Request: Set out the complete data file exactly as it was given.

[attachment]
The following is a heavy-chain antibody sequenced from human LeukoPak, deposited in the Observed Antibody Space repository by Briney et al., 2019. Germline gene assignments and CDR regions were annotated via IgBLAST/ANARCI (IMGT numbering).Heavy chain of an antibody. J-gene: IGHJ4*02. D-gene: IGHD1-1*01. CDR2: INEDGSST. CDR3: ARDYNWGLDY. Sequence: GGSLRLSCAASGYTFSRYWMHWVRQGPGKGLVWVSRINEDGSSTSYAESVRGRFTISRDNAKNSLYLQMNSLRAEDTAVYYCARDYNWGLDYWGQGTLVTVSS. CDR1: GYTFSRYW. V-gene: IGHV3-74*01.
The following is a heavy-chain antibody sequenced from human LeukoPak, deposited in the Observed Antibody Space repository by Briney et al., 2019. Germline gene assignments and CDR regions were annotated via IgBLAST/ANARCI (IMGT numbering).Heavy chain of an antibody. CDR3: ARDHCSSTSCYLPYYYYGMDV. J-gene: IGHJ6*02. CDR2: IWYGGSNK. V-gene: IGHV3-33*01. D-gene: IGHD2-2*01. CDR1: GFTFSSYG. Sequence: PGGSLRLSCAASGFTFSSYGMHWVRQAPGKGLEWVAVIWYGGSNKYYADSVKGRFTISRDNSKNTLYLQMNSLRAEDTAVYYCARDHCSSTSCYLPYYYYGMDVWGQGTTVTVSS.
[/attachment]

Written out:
The following is a heavy-chain antibody sequenced from human LeukoPak, deposited in the Observed Antibody Space repository by Briney et al., 2019. Germline gene assignments and CDR regions were annotated via IgBLAST/ANARCI (IMGT numbering).Heavy chain of an antibody. J-gene: IGHJ4*02. D-gene: IGHD1-1*01. CDR2: INEDGSST. CDR3: ARDYNWGLDY. Sequence: GGSLRLSCAASGYTFSRYWMHWVRQGPGKGLVWVSRINEDGSSTSYAESVRGRFTISRDNAKNSLYLQMNSLRAEDTAVYYCARDYNWGLDYWGQGTLVTVSS. CDR1: GYTFSRYW. V-gene: IGHV3-74*01.
The following is a heavy-chain antibody sequenced from human LeukoPak, deposited in the Observed Antibody Space repository by Briney et al., 2019. Germline gene assignments and CDR regions were annotated via IgBLAST/ANARCI (IMGT numbering).Heavy chain of an antibody. CDR3: ARDHCSSTSCYLPYYYYGMDV. J-gene: IGHJ6*02. CDR2: IWYGGSNK. V-gene: IGHV3-33*01. D-gene: IGHD2-2*01. CDR1: GFTFSSYG. Sequence: PGGSLRLSCAASGFTFSSYGMHWVRQAPGKGLEWVAVIWYGGSNKYYADSVKGRFTISRDNSKNTLYLQMNSLRAEDTAVYYCARDHCSSTSCYLPYYYYGMDVWGQGTTVTVSS.